Those numbers should tell you all you need to know about how race is perceived in America.

So is there hope for the future? Well, supposedly, the Millennials were going to eliminate racism once and for all because they’re all, you know, ethnically mixed and down with diversity and come from multiracial families, and are in general far hipper than Gen X or the Baby Boomers could ever dream of being.

Um…but another recent study showed that “despite the Millennial reputation for inclusiveness, young white Americans don’t have especially multicultural friend groups.” In fact, two-thirds (68 percent) of whites age 18-34 say, “they overwhelmingly associate with other whites.”

By the way, the same is true of just 37 percent of Millennial Hispanics and 36 percent of Millennial blacks.

So this might take a while.


Nice Try

So for two years in a row, the top individual prize in the entertainment pantheon — the Oscar for best director — has gone to a Latino.


That’s great. And Mexican auteur Alejandro González Iñárritu took time in his speech to give a shout out to immigrants, which was classy.

But of course, much of González Iñárritu’s triumph was overshadowed by a truly tone-deaf chiste from that master of humor, Sean Penn (as an aside, is there any artist who is more respected but less liked than this guy?).

Now, González Iñárritu has pointed out that Penn’s comment was an inside joke between friends. We’ll give him the benefit of the doubt, then, and say that Penn isn’t a straight-up racist.

But perhaps inside jokes aren’t a very good idea when millions of people across the planet are watching. And maybe tossing racial jabs isn’t very bright when you’re representing an organization that is hypersensitive about its horrible record on diversity.

All Penn’s joke did was make every white liberal in the audience uncomfortable, confirm the bias that many ethnic minorities believe lurks within the system, and “underscore the problem the Motion Picture Academy of Arts and Sciences has been trying desperately to disprove.” Namely, that the Academy has a racial issue.

The stunning lack of diversity in the entertainment industry is a well-known facet of American culture, and I’ve written about it more than once.

And it is not, as many right-wingers seem to think, just blacks and Latinos clamoring for jobs they haven’t earned. It’s about equal access and opportunity. One could argue this is all that any fight over civil rights is, at its core.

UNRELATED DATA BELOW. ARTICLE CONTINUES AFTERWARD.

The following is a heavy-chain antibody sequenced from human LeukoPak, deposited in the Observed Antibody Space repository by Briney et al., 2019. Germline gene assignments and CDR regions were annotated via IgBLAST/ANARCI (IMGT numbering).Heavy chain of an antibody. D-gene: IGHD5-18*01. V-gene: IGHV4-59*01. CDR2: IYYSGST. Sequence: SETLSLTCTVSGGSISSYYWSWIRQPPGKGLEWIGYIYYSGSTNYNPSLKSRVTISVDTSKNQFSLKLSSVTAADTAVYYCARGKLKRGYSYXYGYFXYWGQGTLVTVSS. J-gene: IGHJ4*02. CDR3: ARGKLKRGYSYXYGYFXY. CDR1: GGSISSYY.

But when it comes to the entertainment industry, specifically, it is about something more. As González Iñárritu has proved, different perspectives lead to new ideas and new stories. It is essential for any art form that, to remain relevant, it continue to grow.

And to be blunt, there are only so many more movies that we can take about an upper-class white family gathering together for a funeral/wedding, or a white guy’s attempt to bond with his elderly and uncommunicative dad, or the adventures of white prep-school kids coming of age.

We want something else.


Pissed off All the Time

I don’t make New Year’s resolutions. Still, it’s always a good idea to reflect, and to pinpoint areas for personal growth and good stuff like that. So in 2015, I will try to be more patient and less quick to anger.

Of course, we Latinos are known for our fiery tempers. We’re also known for being excellent lovers, great artists, and unemployed… well, some stereotypes are more positive than others.

The point is that I know my temper is not the best. But it apparently pales in comparison to some of my fellow Latinos. And that is part of a larger problem.
You see, ethnic minorities in general are often portrayed as overly emotional and aggressive. Just look at the stereotype of the angry black woman.

Now, if we are angrier, it may be because we have more to be hostile about. Just look at the economic data, or the quality-of-life statistics, or, I don’t know, the trend of us getting shot more often.

But there’s something more going on here, besides justified anger. It is in the best interest of the establishment to portray minorities as angry, unreasonable, and illogical. After all, it is a lot easier to dismiss someone’s grievances if that person is always flying into rages over every little thing, or if she/he perceives every minor slight as a major injustice.

anger green

And being dismissive is a most effective tactic. Think of how many issues have been erased with the offhand remark that it was all just so much misplaced fury and political correctness.

By the way, I’ve written before, nothing has been PC since the 1990s, and this lazy rebuttal no longer means anything. I mean, some people believe that being against torture is PC — and how crazy is that?

But I digress. The point is that whenever Latinos, or any minority, complain about an injustice or societal problem, there will be plenty of people who offer a smirk and the calm, apparently reasonable explanation that we are just being angry because we’re, you know, prone to volatility and irrational behavior.
Earlier this year, when President Obama declined to address immigration reform before the midterms, we heard how many Latinos were in an eye-popping rage. It was an easy concept to Google.

Or to present a less politically charged issue, consider the case of Banditos, a San Francisco restaurant. When Hispanic leaders pointed out — calmly and respectfully no less — that the name was a negative stereotype, the owners agreed and changed the name.